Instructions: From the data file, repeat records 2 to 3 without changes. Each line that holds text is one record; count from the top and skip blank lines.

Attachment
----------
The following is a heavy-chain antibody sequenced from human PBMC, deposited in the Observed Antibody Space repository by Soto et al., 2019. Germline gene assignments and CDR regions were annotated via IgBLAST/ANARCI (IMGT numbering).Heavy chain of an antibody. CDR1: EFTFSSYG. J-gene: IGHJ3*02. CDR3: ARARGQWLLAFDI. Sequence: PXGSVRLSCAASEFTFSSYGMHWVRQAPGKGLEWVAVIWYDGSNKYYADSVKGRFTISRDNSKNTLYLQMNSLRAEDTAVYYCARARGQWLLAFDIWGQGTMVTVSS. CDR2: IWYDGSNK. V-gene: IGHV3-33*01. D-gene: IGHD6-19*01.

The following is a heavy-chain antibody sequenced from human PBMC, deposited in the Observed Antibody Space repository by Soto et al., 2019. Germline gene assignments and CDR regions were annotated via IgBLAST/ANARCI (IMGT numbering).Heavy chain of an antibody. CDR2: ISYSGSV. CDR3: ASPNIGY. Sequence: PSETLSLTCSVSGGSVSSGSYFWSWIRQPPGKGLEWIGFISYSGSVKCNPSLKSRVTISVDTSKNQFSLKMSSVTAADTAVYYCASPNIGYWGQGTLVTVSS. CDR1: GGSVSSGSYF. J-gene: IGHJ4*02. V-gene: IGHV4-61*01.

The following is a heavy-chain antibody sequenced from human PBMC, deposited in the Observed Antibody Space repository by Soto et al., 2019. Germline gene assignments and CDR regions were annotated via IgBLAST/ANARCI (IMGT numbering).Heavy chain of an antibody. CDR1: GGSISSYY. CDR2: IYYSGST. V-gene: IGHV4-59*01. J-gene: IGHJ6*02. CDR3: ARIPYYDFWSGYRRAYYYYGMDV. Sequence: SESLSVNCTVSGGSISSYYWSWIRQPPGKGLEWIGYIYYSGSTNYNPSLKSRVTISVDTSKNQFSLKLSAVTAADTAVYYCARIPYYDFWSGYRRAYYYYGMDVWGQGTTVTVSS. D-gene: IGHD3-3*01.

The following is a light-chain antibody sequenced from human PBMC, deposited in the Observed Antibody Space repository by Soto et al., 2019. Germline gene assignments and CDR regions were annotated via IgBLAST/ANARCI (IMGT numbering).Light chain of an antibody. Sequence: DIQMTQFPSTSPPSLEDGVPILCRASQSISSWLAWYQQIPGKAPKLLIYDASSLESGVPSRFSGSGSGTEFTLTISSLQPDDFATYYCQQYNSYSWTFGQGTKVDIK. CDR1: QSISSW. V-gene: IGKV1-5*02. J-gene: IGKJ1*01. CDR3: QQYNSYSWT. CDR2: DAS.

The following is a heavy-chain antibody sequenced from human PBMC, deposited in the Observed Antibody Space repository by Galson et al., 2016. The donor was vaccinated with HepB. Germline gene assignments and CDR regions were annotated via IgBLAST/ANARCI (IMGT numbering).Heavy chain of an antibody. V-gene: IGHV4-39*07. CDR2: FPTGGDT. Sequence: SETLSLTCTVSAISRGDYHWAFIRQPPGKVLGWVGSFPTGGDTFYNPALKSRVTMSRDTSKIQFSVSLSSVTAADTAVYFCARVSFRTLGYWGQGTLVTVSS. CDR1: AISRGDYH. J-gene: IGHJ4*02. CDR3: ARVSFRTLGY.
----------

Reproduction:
The following is a heavy-chain antibody sequenced from human PBMC, deposited in the Observed Antibody Space repository by Soto et al., 2019. Germline gene assignments and CDR regions were annotated via IgBLAST/ANARCI (IMGT numbering).Heavy chain of an antibody. CDR2: ISYSGSV. CDR3: ASPNIGY. Sequence: PSETLSLTCSVSGGSVSSGSYFWSWIRQPPGKGLEWIGFISYSGSVKCNPSLKSRVTISVDTSKNQFSLKMSSVTAADTAVYYCASPNIGYWGQGTLVTVSS. CDR1: GGSVSSGSYF. J-gene: IGHJ4*02. V-gene: IGHV4-61*01.

The following is a heavy-chain antibody sequenced from human PBMC, deposited in the Observed Antibody Space repository by Soto et al., 2019. Germline gene assignments and CDR regions were annotated via IgBLAST/ANARCI (IMGT numbering).Heavy chain of an antibody. CDR1: GGSISSYY. CDR2: IYYSGST. V-gene: IGHV4-59*01. J-gene: IGHJ6*02. CDR3: ARIPYYDFWSGYRRAYYYYGMDV. Sequence: SESLSVNCTVSGGSISSYYWSWIRQPPGKGLEWIGYIYYSGSTNYNPSLKSRVTISVDTSKNQFSLKLSAVTAADTAVYYCARIPYYDFWSGYRRAYYYYGMDVWGQGTTVTVSS. D-gene: IGHD3-3*01.